Alpine Vascular Plant Biodiversity at Spray Park, Mount Rainier National Park, WA, U.S.A.

Record, S. 2003

A total of 51 specimens from this study are cataloged PSM 10618 - 10669.

Abstract

While alpine plants are adapted to withstand harsh, high elevation environments, they are still susceptible to human impact.  At Mount Rainier National Park more quantitative studies on the flora are needed for park ecologists to make informed decisions on conservation efforts.  A study on Burroughs Mountain in the summer of 2001, which created a thorough list of vascular plant and macrolichen species served as a model for this study.  In this study a comprehensive catalogue of the flora of Spray Park was made.  Fifty-one species of vascular plants were identified.  In addition to creating a list of all the species of vascular plants in Spray Park, this study investigated the association between environmental factors, plants and lichens.  Along sixteen 50 m parallel pairs of transects, the following were measured: plant and macrolichen species' percent cover, slope, soil pH, aspect, substrate type, substrate stability, and soil moisture.  Data from these transects were analyzed statistically with ordinations using the computer programs CANOCO and PC-ORD.  Ordinations graphically illustrate quadrat relationships between species and environmental variables. Among these transects there were three major habitat types: lichen dominated areas, plant dominated areas, and lichen/plant-dominated areas.  Plant dominated areas consisted of mesic alpine meadows; whereas lichen dominated and lichen/plant dominated areas consisted of xeric, exposed ridgelines and talus slopes.  There was a negative correlation between percent cover of lichen and plants, however, positive relationships between specific lichen species and plant species of particular structural forms existed.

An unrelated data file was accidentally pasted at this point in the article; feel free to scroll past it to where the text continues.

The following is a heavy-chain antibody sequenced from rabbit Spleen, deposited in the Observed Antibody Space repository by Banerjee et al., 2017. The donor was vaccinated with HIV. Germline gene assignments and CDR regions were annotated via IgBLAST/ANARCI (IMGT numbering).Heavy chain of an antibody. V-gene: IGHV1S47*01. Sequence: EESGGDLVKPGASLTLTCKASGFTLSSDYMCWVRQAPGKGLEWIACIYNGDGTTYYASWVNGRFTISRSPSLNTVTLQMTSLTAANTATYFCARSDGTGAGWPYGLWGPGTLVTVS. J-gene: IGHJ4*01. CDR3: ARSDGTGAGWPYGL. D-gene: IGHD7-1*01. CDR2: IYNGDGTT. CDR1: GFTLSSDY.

Download a Copy (2.67 MB)

Suggested Reference:
Record, S. 2003. Alpine Vascular Plant Biodiversity at Spray Park, Mount Rainier National Park, WA, U.S.A.. Misc. Publications of the Slater Museum.